In 2003, my parents, of blessed memory, became snowbirds. They spent the winter in Sarasota, Florida and the summer in Trumbull, Connecticut where my sister and I were raised. One year, during the February vacation, we took the kids to my parents, spent a few days all together, and then left them to enjoy their grandchildren for a few days.
David and I took the kids out for dinner before we left, and they didn’t stop bickering the entire time. As we prepared to drop them off, I said, “I hope you’re not going to behave like this after we leave!” and Phillip said, “No, that’s why we’re doing it now.”
So it is here, in a similar situation, that we find the Israelites preparing to enter the land of Israel after 40 years in the wilderness. A new generation of Israelites is poised at the edge of the Jordan River in the land of Moab, preparing to enter not only into the land, but into a covenantal relationship with God.
Wait, didn’t we do that at Sinai almost 40 years ago? Yes, but the people to whom Moses is speaking either hadn’t been born when we received the Torah, or they were too young. It’s time for renewal and for preparing our hearts and our minds.
We’re coming into the final Shabbat before Rosh Hashanah, which begins next Friday evening. Our Torah reading is the combined parshiyot of Nitzvavim and Vayelekh. Atem Nitzavim hayom kul’khem lifnei Ado-nai Elo-haykhem, “You are standing upright today–all of you–before the Lord your God.” Kul’khem, “all of you, includes the tribal heads, elders and officials and all the men, women and children, the strangers in the camp, maytzayv aytzekha ad sho-av maymekha, “from the wood chopper to the one who draws water,” to enter into a covenant with God.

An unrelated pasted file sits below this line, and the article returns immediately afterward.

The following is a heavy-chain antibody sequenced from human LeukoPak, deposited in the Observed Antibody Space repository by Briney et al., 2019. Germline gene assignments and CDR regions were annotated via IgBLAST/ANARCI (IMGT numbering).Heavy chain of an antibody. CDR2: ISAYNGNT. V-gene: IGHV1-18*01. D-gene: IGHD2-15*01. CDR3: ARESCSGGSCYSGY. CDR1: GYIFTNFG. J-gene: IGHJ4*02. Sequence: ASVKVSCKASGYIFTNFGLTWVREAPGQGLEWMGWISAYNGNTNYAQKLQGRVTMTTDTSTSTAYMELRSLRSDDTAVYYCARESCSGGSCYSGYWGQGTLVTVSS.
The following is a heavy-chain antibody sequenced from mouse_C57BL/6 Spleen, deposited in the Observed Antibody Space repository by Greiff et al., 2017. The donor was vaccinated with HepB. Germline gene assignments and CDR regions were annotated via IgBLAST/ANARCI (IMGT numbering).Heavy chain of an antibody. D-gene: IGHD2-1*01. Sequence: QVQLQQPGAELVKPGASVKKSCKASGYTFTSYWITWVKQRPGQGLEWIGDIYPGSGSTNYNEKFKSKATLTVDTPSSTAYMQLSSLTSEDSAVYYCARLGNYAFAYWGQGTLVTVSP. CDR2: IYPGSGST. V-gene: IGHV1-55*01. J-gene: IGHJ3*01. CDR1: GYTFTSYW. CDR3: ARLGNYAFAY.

The people are then reminded of their behavior in the wilderness, how they sinned against God and behaved poorly, and Moses wanted to try and ensure that they wouldn’t behave that way once they got into the Promised Land. He wanted them to not behave the way their parents and grandparents, who perished in the wilderness, did. (See Ps. 95)
It’s clear from the text that the people won’t behave properly once they’re settled in the land. In Devarim 30:3 Moses tells the people that they will be exiled to a foreign land in the future, and/but they will return to God, who will take them back in love. Not only that, but our great commentator Rashi understands the verse to mean not only that God will take the people (including us) back, but that God will return with us. And that means, God went into exile with us.
What a powerful concept, that even when we’re at our worst, we’re not abandoned by God. Even when we feel exiled physically, emotionally or spiritually, God can have a presence in our lives. God cries with us and rejoices with us, and what God wants most, which is what any of us wants for the people we love and care about, is to choose blessing and life.
As we enter this High Holy season, may we be blessed to be the authors of our stories, guided by God as we begin a new year.